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Remembering Vonnegut

Kurt Vonnegut is dead.

What does that mean?

For the uninitiated: Kurt Vonnegut stands alongside Bob Dylan as one of the most significant and talented social commentators of 1960s America. His most beloved novels include "The Sirens of Titan," "Cat's Cradle," and his magnum opus "Slaughterhouse Five." A collection of short stories, "Welcome to the Monkey House," is also a critical favorite. Vonnegut is widely praised as a key voice in counterculture literature and as a harsh critic of war.

These are dry data, regurgitated facts. His magic lay not in his message, but in the manner in which he delivered it.

Kurt Vonnegut is often (and accurately) portrayed as a satirist. Indeed, bombast and pointed exaggeration were always elements of his writing. Yet his matter-of-fact, storytelling tone added a layer of realism that kept his books from ever becoming over the top. His stories were rich stews of pseudo-science and cutting observation, populated by an endless stream of heartbreakingly zany characters. Still, Vonnegut carefully delivered his streams of consciousness sentence by sentence, page by page, like a man driven to create a perfect scale model of a dreamt-up UFO.

What resulted from this meticulous insanity was the unique dual nature that made Vonnegut's works so enriching to read. On one hand, "Cat's Cradle" is a strident, madcap spoof on the nuclear arms race and scientific progress in general. On the other, the book's tone is eerily quiet and meditative, belying the madness and chaos described.

Far from confusing the reader, this was Vonnegut's genius. The reader cannot simply absorb the allegorical point and move on -- Vonnegut's style is not a hammer to the skull, but a tap on the shoulder. Nor, of course, can the reader ignore the overarching metaphor; because Vonnegut coats his theses with both madness and minimalism, those theses take on a complex and compelling tone not found in less subtle works. Vonnegut does not call us to arms, nor does he provide a cheap laugh. At the end of a Kurt Vonnegut book, readers know they have touched -- just barely, with their fingertips -- something of immense importance, something that will drive them deeper into contemplation and observation of their own. It is magic, it is genius, but it is also small, and simple, and calm. Satire that can make the reader chuckle or fume is prevalent. Satire that can challenge the reader, confuse them, tie them up in bombast and solitude and still be just as effective -- this is a rarer beast.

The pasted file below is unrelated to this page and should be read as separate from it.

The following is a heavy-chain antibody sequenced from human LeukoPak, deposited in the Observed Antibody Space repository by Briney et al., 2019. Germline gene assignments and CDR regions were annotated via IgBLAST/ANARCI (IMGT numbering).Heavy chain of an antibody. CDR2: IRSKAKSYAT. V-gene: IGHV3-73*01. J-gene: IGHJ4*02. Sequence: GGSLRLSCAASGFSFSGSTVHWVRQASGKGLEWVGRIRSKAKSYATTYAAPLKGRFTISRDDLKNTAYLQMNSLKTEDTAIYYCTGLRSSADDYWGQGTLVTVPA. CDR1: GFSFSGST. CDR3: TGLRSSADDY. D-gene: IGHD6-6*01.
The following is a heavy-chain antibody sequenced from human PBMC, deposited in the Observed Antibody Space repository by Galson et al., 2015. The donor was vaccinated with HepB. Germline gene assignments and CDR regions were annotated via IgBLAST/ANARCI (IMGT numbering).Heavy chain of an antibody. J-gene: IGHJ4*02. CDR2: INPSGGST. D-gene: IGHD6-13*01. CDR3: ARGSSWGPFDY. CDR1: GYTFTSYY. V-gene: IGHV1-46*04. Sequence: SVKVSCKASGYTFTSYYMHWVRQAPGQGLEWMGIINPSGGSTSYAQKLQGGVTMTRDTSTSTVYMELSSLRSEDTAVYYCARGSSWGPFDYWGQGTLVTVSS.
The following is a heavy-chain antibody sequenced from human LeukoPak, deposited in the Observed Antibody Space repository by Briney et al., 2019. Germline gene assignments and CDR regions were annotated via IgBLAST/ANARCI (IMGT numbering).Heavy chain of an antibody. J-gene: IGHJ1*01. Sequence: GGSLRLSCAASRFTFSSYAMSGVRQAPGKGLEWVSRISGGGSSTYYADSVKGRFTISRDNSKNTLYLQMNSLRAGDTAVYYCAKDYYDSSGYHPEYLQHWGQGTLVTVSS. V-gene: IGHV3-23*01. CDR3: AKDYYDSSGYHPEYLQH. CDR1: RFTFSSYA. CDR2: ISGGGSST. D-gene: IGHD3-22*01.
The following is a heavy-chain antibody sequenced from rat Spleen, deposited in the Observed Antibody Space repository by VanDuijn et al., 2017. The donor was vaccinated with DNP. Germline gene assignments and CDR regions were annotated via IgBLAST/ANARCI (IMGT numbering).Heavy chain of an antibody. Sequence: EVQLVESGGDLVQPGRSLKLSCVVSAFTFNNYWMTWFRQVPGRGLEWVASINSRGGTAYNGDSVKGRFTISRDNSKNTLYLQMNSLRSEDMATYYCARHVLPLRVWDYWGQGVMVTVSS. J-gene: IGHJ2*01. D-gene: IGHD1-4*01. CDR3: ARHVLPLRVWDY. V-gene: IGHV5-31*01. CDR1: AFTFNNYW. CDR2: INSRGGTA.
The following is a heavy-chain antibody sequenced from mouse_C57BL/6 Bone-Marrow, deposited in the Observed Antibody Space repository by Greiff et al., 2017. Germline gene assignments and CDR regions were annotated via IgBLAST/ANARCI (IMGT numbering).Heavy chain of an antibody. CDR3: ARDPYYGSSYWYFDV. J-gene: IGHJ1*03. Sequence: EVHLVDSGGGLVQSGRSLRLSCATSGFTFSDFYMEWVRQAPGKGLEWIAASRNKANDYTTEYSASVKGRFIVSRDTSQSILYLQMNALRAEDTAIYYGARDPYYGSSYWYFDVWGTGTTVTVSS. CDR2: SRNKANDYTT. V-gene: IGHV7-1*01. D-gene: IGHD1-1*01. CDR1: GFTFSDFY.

And now, that beautiful, funny, crazy old beast is gone.

Perhaps the best-known Vonnegut quote comes from "Slaughterhouse Five," the first book of his I read and my eternal favorite. The alien Tralfamadorians, upon hearing of a death, say only: "So it goes."

That remains, in my opinion, one of the most perfect phrases ever put to paper.

Kurt Vonnegut is dead. He once was alive, and was one of the finest writers of our time. You may read his works (start with "Welcome to the Monkey House," end with "The Sirens of Titan," freestyle in between) because of what I've written here, or you may not.

He may be remembered, he may be forgotten.

So it goes.

Emmett Booth is a junior at Amherst Central High School.

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